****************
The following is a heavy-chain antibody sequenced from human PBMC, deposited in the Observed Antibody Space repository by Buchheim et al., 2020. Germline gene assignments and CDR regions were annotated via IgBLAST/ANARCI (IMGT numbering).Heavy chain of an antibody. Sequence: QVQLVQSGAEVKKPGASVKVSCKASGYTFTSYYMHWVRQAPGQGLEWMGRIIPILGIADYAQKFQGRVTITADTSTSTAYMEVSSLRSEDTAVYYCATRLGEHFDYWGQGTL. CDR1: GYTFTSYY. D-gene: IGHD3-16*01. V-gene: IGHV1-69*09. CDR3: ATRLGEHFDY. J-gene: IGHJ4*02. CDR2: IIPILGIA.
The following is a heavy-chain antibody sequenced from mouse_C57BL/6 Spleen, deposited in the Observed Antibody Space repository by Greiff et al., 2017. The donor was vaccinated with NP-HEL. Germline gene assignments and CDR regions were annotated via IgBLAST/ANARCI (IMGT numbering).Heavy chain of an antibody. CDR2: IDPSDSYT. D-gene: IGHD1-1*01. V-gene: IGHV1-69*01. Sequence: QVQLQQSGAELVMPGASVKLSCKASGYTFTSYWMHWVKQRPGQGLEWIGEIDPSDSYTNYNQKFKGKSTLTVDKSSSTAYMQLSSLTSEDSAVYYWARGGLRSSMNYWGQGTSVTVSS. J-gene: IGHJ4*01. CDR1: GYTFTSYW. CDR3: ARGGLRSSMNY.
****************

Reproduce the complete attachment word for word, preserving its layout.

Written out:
The following is a heavy-chain antibody sequenced from human PBMC, deposited in the Observed Antibody Space repository by Buchheim et al., 2020. Germline gene assignments and CDR regions were annotated via IgBLAST/ANARCI (IMGT numbering).Heavy chain of an antibody. Sequence: QVQLVQSGAEVKKPGASVKVSCKASGYTFTSYYMHWVRQAPGQGLEWMGRIIPILGIADYAQKFQGRVTITADTSTSTAYMEVSSLRSEDTAVYYCATRLGEHFDYWGQGTL. CDR1: GYTFTSYY. D-gene: IGHD3-16*01. V-gene: IGHV1-69*09. CDR3: ATRLGEHFDY. J-gene: IGHJ4*02. CDR2: IIPILGIA.
The following is a heavy-chain antibody sequenced from mouse_C57BL/6 Spleen, deposited in the Observed Antibody Space repository by Greiff et al., 2017. The donor was vaccinated with NP-HEL. Germline gene assignments and CDR regions were annotated via IgBLAST/ANARCI (IMGT numbering).Heavy chain of an antibody. CDR2: IDPSDSYT. D-gene: IGHD1-1*01. V-gene: IGHV1-69*01. Sequence: QVQLQQSGAELVMPGASVKLSCKASGYTFTSYWMHWVKQRPGQGLEWIGEIDPSDSYTNYNQKFKGKSTLTVDKSSSTAYMQLSSLTSEDSAVYYWARGGLRSSMNYWGQGTSVTVSS. J-gene: IGHJ4*01. CDR1: GYTFTSYW. CDR3: ARGGLRSSMNY.